The thing about vaccines is that the FDA will never just stop the trials and preemptively declare a winner, which sometimes happens with regular drugs. Testing a vaccine takes time because that's the only way to be sure it works. You give it to thousands of people and then wait to see if they get sick. There's no way to accelerate that process.
But even though we can't really speed this up, I like AstraZeneca's stock here, down nine from its recent highs with a 3.4% yield and an excellent anti-cancer franchise.
Next one's tough. I used to be a huge fan of Moderna because they have an exciting AI powered approach to drug development. But then the company revealed some positive data on its Covid vaccine right at the same time as executives dumped the stock, and it left a bad taste in mouth. I understand that those execs had sell plans in place, but as someone who's created and used sell plans myself, I can tell you they should've been cancelled going into this high profile announcement.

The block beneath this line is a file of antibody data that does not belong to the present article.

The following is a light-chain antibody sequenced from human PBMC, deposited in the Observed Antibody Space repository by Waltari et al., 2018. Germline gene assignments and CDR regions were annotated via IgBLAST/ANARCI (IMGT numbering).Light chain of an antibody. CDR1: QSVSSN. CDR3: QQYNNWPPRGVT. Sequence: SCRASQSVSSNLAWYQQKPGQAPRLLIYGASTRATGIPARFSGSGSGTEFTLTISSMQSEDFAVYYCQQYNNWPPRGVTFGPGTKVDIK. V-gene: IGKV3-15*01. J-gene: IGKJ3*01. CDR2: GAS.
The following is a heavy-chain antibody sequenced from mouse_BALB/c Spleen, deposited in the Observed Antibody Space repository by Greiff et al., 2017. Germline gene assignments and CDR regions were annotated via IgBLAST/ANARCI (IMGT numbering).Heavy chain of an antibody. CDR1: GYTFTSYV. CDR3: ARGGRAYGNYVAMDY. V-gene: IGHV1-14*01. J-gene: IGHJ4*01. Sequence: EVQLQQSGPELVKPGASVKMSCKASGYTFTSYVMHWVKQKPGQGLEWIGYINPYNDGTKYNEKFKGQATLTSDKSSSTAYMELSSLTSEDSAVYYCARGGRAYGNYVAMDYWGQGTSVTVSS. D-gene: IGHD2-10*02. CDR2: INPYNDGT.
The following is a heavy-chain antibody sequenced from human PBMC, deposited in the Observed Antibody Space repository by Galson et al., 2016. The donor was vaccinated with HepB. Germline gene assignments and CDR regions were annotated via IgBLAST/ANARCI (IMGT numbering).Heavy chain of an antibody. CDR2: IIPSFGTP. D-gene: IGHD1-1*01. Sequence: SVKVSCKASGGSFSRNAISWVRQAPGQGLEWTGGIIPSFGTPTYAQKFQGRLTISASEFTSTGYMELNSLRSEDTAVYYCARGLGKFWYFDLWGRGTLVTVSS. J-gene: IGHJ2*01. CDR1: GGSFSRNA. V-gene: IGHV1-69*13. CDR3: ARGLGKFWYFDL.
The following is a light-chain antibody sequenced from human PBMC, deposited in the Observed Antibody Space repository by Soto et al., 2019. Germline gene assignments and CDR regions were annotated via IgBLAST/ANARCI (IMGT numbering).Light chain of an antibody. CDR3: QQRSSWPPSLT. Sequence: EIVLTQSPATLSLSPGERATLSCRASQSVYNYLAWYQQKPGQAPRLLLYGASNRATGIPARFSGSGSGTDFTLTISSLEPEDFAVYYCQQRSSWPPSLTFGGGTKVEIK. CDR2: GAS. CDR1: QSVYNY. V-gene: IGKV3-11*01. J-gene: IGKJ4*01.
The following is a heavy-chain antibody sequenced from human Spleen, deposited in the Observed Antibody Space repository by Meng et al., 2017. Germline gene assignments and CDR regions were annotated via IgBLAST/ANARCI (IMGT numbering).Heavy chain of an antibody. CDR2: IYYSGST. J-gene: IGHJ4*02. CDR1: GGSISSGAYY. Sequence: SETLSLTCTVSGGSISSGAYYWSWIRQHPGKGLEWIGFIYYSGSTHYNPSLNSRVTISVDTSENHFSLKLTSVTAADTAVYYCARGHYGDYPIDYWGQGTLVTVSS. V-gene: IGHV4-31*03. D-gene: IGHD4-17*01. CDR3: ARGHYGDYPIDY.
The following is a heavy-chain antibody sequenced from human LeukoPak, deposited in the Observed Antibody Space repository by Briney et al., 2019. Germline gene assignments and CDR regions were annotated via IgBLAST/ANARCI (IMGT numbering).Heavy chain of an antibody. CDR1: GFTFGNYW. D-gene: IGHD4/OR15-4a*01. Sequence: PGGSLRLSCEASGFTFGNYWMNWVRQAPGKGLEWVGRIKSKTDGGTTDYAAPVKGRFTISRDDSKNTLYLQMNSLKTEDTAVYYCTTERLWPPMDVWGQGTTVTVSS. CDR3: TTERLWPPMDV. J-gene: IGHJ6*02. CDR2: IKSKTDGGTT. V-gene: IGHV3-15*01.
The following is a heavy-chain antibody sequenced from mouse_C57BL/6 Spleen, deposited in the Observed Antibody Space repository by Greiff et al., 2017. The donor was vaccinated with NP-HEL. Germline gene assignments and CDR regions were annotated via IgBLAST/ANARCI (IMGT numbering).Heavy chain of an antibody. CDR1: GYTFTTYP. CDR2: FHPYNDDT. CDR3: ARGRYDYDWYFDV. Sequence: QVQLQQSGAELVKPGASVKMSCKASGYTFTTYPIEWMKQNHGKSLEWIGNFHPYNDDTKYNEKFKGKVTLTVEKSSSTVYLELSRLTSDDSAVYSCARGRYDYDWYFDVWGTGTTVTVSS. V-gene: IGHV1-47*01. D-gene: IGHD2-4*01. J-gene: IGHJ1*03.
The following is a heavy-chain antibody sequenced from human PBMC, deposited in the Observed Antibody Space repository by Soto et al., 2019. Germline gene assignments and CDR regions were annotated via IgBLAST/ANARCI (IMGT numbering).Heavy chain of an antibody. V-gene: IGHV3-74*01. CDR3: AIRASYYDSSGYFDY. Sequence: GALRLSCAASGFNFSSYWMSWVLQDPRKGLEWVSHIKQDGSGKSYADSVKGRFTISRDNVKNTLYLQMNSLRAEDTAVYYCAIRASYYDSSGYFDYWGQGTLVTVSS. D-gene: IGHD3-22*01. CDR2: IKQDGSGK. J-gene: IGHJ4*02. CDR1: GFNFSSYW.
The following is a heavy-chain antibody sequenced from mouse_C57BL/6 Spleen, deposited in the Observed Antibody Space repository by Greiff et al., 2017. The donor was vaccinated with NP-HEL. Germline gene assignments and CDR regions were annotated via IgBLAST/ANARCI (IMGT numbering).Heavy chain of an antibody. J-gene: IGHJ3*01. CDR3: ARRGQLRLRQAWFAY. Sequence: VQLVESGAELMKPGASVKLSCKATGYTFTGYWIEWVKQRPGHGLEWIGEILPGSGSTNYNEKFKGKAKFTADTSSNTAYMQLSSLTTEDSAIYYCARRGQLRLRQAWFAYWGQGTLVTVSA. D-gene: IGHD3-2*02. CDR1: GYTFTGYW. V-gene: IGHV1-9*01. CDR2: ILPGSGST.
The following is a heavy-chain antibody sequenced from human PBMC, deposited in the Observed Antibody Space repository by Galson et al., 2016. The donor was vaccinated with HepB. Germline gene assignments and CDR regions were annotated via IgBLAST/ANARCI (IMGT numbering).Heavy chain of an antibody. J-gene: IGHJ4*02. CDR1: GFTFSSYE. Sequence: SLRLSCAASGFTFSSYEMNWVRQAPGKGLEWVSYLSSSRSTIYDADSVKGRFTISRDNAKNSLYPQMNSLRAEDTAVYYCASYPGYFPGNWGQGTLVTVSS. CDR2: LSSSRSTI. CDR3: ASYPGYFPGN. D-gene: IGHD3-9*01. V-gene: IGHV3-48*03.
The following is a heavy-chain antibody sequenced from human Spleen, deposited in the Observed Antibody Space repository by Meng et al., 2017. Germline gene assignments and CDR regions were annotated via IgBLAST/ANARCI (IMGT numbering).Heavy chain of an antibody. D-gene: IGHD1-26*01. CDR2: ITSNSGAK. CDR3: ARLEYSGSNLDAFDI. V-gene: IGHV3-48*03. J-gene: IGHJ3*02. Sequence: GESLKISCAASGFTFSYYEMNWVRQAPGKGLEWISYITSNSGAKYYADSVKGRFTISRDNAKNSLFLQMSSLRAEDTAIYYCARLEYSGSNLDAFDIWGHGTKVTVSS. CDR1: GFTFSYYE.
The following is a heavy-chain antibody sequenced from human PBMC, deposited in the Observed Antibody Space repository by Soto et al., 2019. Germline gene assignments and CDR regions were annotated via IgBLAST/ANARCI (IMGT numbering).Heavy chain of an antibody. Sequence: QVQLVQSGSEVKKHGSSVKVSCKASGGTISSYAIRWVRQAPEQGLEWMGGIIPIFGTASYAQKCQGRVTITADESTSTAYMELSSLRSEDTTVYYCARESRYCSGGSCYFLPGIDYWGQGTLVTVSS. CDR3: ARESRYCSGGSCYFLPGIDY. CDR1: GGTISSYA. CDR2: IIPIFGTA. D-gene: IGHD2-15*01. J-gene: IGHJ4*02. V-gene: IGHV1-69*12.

I think Moderna's become too promotional, too quick to praise its own work off a very small sample size, which is odd because they've never actually produced a vaccine before. I loved this stock in the twenties and thirties and forties and fifties, but up here at $75? No thank you.
By contrast, Pfizer's partnered with the German BioNTech, and they've been remarkably non-promotional about their relative success. BioNTech's stock is too binary for me - they don't have enough other shots on goal. But Pfizer has a portfolio of decent, albeit boring, drugs, and while there's nothing huge in the pipeline, the company's got very deep pockets, so if their vaccine doesn't win, they can always make some acquisitions. Like Moderna, Pfizer's reached phase 3, the homestretch, and it just got $1.95 billion from the U.S. government to produce a vaccine. The Feds will own the first 100 million doses - seems fair.